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Barnumesque Development, This Way To The Egress

June 21st, 2017 · 2 Comments · Development and Zoning

egress

As the Barnum Festival reaches its apex this weekend, city policy wonk Jeff Kohut admonishes government development policy as a lot of razzle-dazzle. Mr. Barnum, for one, kept museum patrons moving along with his signage declaration “This way to the egress.” What they interpreted as a curious exhibit was nothing more than a fancy word for exit. Kohut writes, “Until Bridgeport secures high-employment, high-capital-value development, in the context of a long-term vision and companion plan for long-term prosperity, all that can be said for our future is “this way to the Egress.”

As a life-long Bridgeporter, when I ponder the news of Bridgeport municipal issues–especially issues concerning economic development–I find my mind automatically going to a cynical place.

The current, development-related issues involving the downtown parking meters and the Barnumesque announcement of the resurrection of the downtown Majestic and Poli Theaters are together (along with the continuing Steal Point development saga, et al.) driving my mind deep into that cynical place.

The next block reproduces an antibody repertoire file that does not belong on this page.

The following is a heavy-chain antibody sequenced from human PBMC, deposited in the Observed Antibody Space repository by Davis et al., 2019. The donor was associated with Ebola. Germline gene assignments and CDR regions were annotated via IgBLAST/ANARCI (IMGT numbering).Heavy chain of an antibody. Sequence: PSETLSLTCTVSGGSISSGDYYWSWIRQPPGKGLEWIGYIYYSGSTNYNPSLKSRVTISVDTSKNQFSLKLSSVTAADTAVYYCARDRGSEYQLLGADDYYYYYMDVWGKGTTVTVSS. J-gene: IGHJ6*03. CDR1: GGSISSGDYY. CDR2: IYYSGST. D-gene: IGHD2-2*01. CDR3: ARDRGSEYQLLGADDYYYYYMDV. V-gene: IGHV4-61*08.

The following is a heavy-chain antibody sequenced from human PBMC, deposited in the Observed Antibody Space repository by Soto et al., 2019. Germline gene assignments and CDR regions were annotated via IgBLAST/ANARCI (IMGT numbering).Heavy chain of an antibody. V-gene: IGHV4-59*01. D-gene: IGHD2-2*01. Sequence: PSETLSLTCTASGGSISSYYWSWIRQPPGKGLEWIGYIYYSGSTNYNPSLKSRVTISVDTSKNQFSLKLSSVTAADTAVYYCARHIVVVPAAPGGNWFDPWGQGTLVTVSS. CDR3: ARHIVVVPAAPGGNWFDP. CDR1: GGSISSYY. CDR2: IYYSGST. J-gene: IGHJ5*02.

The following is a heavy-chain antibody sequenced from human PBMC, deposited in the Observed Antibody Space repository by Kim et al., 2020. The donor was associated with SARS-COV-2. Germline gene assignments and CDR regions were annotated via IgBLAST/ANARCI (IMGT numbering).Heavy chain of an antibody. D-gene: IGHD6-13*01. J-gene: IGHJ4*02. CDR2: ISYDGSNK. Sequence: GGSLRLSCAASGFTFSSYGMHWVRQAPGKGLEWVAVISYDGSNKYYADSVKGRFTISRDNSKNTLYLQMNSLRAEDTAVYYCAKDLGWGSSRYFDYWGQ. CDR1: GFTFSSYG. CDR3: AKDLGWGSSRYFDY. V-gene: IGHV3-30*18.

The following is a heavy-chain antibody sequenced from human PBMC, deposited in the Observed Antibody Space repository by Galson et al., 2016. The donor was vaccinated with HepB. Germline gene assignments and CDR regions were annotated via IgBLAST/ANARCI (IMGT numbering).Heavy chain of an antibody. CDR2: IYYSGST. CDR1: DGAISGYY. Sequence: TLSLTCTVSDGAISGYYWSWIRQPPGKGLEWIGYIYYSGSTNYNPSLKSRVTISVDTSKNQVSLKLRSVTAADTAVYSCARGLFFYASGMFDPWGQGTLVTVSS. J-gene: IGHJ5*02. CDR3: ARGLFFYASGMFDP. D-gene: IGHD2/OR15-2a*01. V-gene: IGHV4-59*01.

In the former case, the parking meters are both a symptom and metaphor for the lack of any real, coherent vision and well-researched/well-considered, coherent planning for downtown and citywide development. Bridgeport “development” is really a politically based, propaganda-sustained artifice, describable as a free-floating, opportunism-based non-plan. A development non-plan executed by a city government that functions on “autopilot” and pretty much keeps Bridgeport in “natural evolution” mode, where any proposed project that can present a pretense for the granting of long-term tax abatements per purchase of tax-lien/city-owned property (deferred payment, of course) is given promotion and wings by City Hall and added to a development accomplishment list that is largely just a fictional abstraction that would be describable as a “wish list” were it born of actual, active “wishing.”